Plenary Lecture

Plenary Lecture

Digital Video Tamper and Forgery Detection Techniques

Assistant Professor Girija Chetty
University of Canberra

Abstract: DIGITAL Image tampering or forgery has become major problem lately, due to ease of artificially synthesizing photographic fakes- for promoting a story by media channels and social networking websites. This is due to significant advances in computer graphics and animation technologies, and availability of low cost off-the-shelf digital image manipulation and cloning tools. With lack of proper regulatory frameworks and infrastructure for prosecution of such evolving cyber-crimes, there is an increasing dissatisfaction about use of such tools for law enforcement, and a feeling of cynicism and mistrust among the civilian operating environments.
Another problem this has lead to, is a slow diffusion of otherwise extremely efficient image based surveillance and identity authentication technologies in real-world civilian operating scenarios. In this talk, we present novel algorithmic frameworks being developed for detecting image tampering and forgery based on different source features, their transformation in optimal subspaces and and statisical modelling of intra-frame and inter-frame image pixel sub blocks in video sequences. The proposed algorithmic models allow detecting the tamper or forgery in low-bandwidth video (Internet streaming videos), using blind and passive tamper detection techniques and attempt to model the source signatures embedded in camera pre-processing chain, and show immense potential in detections of evolving image tampering attacks, such as JPEG double compression, re-sampling and retouching. The promising results obtained can result in the development of digital image forensic tools, that can help investigate and solve evolving cyber crimes.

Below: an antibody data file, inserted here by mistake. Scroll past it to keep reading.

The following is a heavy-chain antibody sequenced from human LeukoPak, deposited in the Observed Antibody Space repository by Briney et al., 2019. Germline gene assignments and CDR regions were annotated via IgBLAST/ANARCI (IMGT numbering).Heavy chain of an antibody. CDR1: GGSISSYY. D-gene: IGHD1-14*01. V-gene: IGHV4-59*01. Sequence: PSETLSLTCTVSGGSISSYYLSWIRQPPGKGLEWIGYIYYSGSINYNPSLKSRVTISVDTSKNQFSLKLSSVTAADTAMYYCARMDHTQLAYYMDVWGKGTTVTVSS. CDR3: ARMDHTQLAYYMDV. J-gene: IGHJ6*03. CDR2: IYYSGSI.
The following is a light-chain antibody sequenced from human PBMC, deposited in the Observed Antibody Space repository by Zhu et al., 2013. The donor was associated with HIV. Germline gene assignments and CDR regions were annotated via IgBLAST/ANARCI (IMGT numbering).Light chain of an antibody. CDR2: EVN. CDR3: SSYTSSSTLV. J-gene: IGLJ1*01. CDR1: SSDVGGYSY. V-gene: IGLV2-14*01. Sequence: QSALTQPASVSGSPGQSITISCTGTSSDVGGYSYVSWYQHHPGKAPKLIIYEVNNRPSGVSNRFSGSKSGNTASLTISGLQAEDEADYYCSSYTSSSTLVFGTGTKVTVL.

Brief Biography of the Speaker:
Dr. Girija Chetty has a Bachelors and Masters degree in Electrical Engineering and Computer Science from India and a PhD in Information Sciences and Engineering from University of Canberra, Australia. Presently she is a Assistant Professor in Software Engineering in University of Canberra, and her research interests are in the area of Biometric Security, Computational Intelligence, Image Processing, Computer Vision and Pattern Recognition. She has published extensively in refereed conferences and journals serves on Editorial Board and International Program and Review Committee' for several conferences and journals related to her research interests.

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